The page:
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Fuzzy Logic: The Revolutionary Computer Technology That Is Changing Our World
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Fuzzy Logic: The Revolutionary Computer Technology That Is Changing Our World

3.61  ·  Rating details ·  108 ratings  ·  9 reviews
Imagine a technology so revolutionary that it gives computers the ability to make decisions more like human beings. Professor Lofti Zadeh masterminded "fuzzy logic"--a way of programming computers to "make decisions" bases on imprecise data and complex situations. In "Fuzzy Logic," Daniel McNeill and Paul Freiberger relate the compelling tale of this remarkable new technol ...more
Paperback, 320 pages
Published April 14th 1994 by Simon Schuster (first published 1993)
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Oct 15, 2011 rated it really liked it  ·  review of another edition
Very interesting, but not enough "hard" details for technically-minded readers, who will want to follow up with other reading. ...more
Jan 17, 2016 rated it really liked it  ·  review of another edition
Not quite enough detail on how fuzzy logic works, and now a little dated, but an interesting mathematical tale nonetheless.
Apr 17, 2015 rated it really liked it  ·  review of another edition
Classical logic forces all actions to be described by a rigid sequence of two option rules. By applying enough such rules, it is possible to eventually reach a reasonable approximation to the problem in question. However, such a method is cumbersome at best, so in 1964, Lotfi Zadeh, a professor of electrical engineering, invented a new reasoning system base on imprecise rules. Since the values are now placed within specified ranges, the system was given the unfortunate name "fuzzy." Eventually ...more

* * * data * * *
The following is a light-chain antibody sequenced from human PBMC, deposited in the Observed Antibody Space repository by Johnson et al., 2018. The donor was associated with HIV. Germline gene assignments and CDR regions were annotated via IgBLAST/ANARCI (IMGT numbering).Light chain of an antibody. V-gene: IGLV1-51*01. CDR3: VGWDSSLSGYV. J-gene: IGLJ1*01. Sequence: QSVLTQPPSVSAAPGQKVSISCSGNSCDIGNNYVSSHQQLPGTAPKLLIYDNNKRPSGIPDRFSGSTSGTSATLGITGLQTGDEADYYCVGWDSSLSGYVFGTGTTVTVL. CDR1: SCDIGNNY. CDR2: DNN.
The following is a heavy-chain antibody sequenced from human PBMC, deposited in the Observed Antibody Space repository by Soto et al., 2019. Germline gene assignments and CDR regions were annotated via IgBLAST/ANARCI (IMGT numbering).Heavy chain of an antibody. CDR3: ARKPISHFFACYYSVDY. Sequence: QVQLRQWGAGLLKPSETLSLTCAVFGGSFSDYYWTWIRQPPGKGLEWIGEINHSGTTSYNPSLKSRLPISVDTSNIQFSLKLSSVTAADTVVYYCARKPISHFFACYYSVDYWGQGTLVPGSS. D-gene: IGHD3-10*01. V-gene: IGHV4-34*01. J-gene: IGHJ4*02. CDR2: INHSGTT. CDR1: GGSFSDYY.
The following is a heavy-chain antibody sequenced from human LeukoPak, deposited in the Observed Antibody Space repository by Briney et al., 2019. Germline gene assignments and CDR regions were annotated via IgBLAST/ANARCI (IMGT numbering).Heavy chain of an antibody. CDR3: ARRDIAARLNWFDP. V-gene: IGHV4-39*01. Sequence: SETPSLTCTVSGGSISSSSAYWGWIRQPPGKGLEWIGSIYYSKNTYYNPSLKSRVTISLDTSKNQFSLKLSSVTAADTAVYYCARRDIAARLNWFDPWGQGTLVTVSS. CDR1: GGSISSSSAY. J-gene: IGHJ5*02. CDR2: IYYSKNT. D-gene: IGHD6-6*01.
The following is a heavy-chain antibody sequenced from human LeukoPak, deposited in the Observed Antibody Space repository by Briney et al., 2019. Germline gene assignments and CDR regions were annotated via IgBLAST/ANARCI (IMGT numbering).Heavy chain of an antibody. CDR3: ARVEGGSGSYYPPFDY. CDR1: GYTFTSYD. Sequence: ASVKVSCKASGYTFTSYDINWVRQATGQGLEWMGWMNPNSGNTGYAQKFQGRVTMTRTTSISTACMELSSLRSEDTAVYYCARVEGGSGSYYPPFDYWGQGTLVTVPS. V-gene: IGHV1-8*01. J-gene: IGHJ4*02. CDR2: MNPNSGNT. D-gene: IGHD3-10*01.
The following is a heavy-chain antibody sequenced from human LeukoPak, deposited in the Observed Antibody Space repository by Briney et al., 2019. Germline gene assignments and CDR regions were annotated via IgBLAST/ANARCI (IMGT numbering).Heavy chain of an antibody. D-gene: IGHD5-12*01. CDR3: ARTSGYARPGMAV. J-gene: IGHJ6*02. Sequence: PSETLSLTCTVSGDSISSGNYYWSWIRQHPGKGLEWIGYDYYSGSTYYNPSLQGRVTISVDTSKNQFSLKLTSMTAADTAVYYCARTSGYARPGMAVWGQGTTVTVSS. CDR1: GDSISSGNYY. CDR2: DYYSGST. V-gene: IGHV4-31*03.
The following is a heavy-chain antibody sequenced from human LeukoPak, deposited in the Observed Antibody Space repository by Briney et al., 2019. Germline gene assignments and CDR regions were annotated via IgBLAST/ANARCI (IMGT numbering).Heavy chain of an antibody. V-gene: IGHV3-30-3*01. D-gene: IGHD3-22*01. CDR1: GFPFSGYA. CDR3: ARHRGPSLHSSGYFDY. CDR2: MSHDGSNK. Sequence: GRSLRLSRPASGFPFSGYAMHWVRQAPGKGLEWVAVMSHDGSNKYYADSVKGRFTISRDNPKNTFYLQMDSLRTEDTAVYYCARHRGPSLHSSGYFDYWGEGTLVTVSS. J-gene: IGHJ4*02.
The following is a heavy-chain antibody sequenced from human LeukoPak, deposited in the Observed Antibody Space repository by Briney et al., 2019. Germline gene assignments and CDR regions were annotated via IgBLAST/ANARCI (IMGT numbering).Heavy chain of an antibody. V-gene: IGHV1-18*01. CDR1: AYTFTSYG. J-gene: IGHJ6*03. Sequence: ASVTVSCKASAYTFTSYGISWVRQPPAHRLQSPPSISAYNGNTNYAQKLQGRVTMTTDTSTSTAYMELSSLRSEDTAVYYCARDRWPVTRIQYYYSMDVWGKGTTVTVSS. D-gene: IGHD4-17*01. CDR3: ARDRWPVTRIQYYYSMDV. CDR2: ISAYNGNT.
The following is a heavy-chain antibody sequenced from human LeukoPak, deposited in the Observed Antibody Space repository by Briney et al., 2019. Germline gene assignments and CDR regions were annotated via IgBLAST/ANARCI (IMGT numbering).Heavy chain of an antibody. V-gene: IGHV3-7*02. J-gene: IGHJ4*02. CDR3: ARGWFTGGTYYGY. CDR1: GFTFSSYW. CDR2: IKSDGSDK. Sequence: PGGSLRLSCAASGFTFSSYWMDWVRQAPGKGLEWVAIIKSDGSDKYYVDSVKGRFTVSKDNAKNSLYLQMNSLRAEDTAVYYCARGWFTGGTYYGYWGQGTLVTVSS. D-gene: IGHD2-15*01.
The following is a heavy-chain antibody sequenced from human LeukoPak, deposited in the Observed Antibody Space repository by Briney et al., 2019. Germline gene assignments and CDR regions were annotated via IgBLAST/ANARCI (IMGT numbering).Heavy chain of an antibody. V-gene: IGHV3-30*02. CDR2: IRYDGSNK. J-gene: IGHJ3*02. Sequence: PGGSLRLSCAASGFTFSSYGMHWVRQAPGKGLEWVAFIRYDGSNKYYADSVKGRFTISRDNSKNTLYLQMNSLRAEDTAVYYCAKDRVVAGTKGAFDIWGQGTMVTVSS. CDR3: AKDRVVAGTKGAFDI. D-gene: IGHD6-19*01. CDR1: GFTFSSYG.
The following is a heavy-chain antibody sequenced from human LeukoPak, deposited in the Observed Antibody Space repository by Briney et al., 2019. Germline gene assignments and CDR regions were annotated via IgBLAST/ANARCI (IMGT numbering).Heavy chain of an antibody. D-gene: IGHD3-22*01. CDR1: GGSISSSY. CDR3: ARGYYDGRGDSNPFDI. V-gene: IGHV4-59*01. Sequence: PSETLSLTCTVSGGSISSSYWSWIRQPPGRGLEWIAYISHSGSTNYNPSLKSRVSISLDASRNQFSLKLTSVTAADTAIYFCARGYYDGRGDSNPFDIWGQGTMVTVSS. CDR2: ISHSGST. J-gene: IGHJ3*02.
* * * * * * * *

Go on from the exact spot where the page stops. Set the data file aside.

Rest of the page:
Apr 15, 2015 rated it really liked it
This book is great! The authors of Fuzzy Logic explain the history and the many uses of fuzzy logic clearly and concisely. It is really fun to explore the history of such a fascinating new science, and the book also does a good job going into the modern applications. My only problem with the book is that the authors fail to explain precisely what fuzzy logic is. If I had not already understood fuzzy logic before I read the book, I would barely have enjoyed it at all.
Jun 23, 2008 rated it liked it
Again, it's been years since I read this, but I learned how Japanese trains can slow down very quickly and still be smooth and how cameras are programmed to avoid shaky hands. They figured out how to have a percentage on/off switch. Not just 1111 or 0000 (which mean on or off in bit language or something..hey I'm an arts person), but part of that. Great reading for the scientifically curious but unskilled! ...more
Mar 13, 2011 added it
Great intro to Fuzzy Logic: This was the first fuzzy book I read. Just picked it up randomly, wondering what fuzzy is all about. It's easy to understand, non-technical, and very enlightening. If you are curious about fuzzy logic, or want to explore what could result in a major step forward in machine "intellegence" check out this book. I only gave it an 8 (not 10) because Kosko's "Fuzzy Thinking" is the best I've read. This book is not on the same level, but still very good. ...more
Viet Phuong
Somehow over-dramatizing the birth, struggle, and rise of fuzzy logic with not enough understandable explanation, the book seemed to be written by two "hard-core" fans of fuzzy logic and was thus lack a decent degree of neutrality as a scientific non-fiction. ...more
Chris Tabor
Sep 25, 2014 rated it liked it
definitely a good read, though very little technical aspects are covered, and it mostly centers around the history of how fuzzy logic came to be.
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This made me nostalgic for the 90's. But I didn't learn what I wanted from it. ...more
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